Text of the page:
Johnson & Perrott

A Rough Guide – from NEDC to WLTP – Vehicle Pricing Changes & How It Affects Companies/Drivers

In brief – from Sept 1st 2018 a new system to measure vehicle Co2 emissions & statistics will be in place and the price of vehicles will change according to the results of these new tests.

The current testing system has been in place since the early 80s (NEDC) and the results of these tests gave us our Co2 readings. The vehicle registration tax (VRT) of a car is based on this Co2 result. The new system (Worldwide Harmonised Light Vehicle Test Procedure WLTP) from September 1st onwards will give us a new set of results based on a more ‘real world‘ testing scenario so the prices of vehicles will change according to their new Co2 readings. The higher the reading the higher the VRT.

The likelihood is that under the new testing regime Co2 readings will be higher across the board and therefore the price of a car will be higher. The recommended retail price (RRP) from the manufacturers will now incorporate a higher VRT amount so the cost of cars will rise.

What does this mean for you?

1. As a driver –

  • The BIK paid is based on the price of the car + annual mileage. Therefore the higher the price of the car the more BIK that is paid
  • E.G. a driver in an early 2018 car that cost Eur35,000 will pay less BIK for the exact same car if it costs more after the 1st of Sept 2018 (yes car prices increase all the time but this is going to be above and beyond normal increases by all indications)
  • Coupled with the standard VRT increase any optional extras added to the vehicle will also now increase the VRT. Their addition will now increase the Co2 reading where it didn’t under the old testing system
  • Under the old test the Co2 readings come from the standard car, options made no difference to the official rating used to calculate VRT. Now under the new test any optional extra will affect the VRT and increase the overall price of the car plus the cost of the actual optional extra. Larger alloy wheels for example increase a car’s Co2 reading. A sunroof adds weight to a car and the heavier the car the more Co2 it puts out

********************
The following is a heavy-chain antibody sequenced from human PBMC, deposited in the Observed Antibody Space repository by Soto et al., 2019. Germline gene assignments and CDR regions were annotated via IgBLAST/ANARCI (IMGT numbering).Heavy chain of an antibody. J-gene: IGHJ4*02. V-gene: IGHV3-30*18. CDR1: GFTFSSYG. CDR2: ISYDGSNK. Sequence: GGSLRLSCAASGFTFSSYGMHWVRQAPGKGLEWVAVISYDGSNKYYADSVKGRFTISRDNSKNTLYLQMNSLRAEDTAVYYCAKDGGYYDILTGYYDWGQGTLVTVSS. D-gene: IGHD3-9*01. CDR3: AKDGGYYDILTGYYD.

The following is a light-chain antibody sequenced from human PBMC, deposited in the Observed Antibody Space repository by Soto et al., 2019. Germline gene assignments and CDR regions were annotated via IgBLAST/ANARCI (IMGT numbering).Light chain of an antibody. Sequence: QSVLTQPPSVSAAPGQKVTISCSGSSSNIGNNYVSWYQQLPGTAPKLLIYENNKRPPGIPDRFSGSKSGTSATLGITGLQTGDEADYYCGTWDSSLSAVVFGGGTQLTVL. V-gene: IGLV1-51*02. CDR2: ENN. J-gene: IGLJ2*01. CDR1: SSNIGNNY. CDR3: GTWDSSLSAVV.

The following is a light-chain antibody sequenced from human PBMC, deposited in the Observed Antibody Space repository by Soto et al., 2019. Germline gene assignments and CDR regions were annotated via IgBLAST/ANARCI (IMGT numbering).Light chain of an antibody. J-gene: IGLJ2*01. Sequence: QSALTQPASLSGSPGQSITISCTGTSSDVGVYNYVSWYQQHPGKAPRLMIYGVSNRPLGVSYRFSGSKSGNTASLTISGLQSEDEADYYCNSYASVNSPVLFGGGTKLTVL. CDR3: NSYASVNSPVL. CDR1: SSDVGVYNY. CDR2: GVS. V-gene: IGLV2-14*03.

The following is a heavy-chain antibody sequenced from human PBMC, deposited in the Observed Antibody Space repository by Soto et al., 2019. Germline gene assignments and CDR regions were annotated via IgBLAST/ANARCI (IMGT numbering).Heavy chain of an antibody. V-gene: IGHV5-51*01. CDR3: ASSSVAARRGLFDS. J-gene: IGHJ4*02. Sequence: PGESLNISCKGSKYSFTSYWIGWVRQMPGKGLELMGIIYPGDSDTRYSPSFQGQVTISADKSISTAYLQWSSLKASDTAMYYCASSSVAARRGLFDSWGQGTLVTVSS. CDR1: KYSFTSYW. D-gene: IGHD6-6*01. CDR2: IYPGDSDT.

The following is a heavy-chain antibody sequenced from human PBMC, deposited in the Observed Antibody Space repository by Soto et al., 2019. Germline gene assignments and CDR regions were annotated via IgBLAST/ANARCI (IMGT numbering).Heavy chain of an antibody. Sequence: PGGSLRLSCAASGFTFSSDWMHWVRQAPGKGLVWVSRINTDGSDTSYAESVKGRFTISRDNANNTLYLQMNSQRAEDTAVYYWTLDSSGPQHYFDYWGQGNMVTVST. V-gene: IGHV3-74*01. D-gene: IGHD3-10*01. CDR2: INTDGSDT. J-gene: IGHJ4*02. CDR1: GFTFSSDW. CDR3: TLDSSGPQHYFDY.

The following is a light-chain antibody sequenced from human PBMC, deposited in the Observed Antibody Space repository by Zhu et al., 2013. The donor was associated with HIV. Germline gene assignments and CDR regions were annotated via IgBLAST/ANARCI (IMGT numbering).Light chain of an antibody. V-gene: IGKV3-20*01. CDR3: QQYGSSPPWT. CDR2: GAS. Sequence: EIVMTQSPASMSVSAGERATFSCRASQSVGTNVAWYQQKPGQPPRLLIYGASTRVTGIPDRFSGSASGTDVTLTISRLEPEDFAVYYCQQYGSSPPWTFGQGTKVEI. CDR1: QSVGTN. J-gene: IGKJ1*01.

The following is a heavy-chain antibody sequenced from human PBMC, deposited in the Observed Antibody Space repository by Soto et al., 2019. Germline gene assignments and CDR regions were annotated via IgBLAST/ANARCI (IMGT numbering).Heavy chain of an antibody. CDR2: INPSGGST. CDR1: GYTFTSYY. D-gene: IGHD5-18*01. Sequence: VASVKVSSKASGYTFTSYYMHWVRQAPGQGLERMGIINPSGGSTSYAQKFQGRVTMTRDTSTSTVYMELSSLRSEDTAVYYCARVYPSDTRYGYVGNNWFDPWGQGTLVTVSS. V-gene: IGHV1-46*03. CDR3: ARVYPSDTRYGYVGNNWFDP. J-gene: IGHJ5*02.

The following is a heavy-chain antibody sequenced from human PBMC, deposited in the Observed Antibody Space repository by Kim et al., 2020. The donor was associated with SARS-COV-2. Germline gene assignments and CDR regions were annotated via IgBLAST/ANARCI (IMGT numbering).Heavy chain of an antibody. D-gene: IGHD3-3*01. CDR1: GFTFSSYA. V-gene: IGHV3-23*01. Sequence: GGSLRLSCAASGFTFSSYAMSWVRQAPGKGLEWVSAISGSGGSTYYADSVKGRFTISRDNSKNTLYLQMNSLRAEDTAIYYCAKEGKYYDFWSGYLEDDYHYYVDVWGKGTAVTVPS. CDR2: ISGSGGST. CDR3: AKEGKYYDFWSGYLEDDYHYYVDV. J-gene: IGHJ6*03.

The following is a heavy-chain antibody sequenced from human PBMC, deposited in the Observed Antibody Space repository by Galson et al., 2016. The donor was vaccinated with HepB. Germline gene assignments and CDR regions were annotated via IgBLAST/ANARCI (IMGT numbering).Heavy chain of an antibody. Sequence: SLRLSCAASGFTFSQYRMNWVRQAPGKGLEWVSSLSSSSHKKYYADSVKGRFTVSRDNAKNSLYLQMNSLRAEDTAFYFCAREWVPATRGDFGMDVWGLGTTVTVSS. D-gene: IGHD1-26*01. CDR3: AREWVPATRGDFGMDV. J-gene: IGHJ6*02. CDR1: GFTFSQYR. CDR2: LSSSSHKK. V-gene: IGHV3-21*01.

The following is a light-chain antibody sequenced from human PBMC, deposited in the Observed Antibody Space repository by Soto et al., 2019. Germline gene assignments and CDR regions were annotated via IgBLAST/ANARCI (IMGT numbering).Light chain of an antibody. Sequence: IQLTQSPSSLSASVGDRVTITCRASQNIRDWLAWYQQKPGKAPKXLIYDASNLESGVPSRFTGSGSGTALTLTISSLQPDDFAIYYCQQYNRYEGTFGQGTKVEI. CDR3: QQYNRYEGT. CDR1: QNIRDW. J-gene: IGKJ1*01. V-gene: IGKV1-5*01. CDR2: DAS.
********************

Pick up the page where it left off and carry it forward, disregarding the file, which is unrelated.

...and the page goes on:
• Every extra will now incur an extra cost on top of the manufacturers price. eg if a car has an optional extra that on paper costs Eur1200 from the manufacturer, this option will also increase the price of the car by the increase of Co2 it creates

2. As a customer –

  • Vehicle prices will increase across the board and therefore cost companies more to buy or lease
  • As the RRP is higher the cost price will be higher & the monthly payments will increase
  • The vehicles will cost more to tax
  • Certain vehicles will not fit within policy limits
  • Many manufacturers will temporarily cease production of all models or certain models
  • Some models will either require updates to the engines in order to lower their emissions or will go out of production altogether
  • The lead times for new orders from the factory will dramatically increase in length as certain models will have a paused production or have to wait for new WLTP Co2 test results, price changes, VRT increases etc
  • BIK figures will increase for staff in new cars after the 1st of Sept 2018

In summary

  • It is anticipated that the New WLTP testing system will increase vehicle pricing across the board
  • The exact increases are as of yet unknown or available from manufacturers as they have not been released
  • Car ordering will be affected – with long lead times, the potential for no orders being taken or significant price increases possible

More info –

check the following link for more information – Worldwide Harmonised Light Vehicle Test Procedure (WLTP)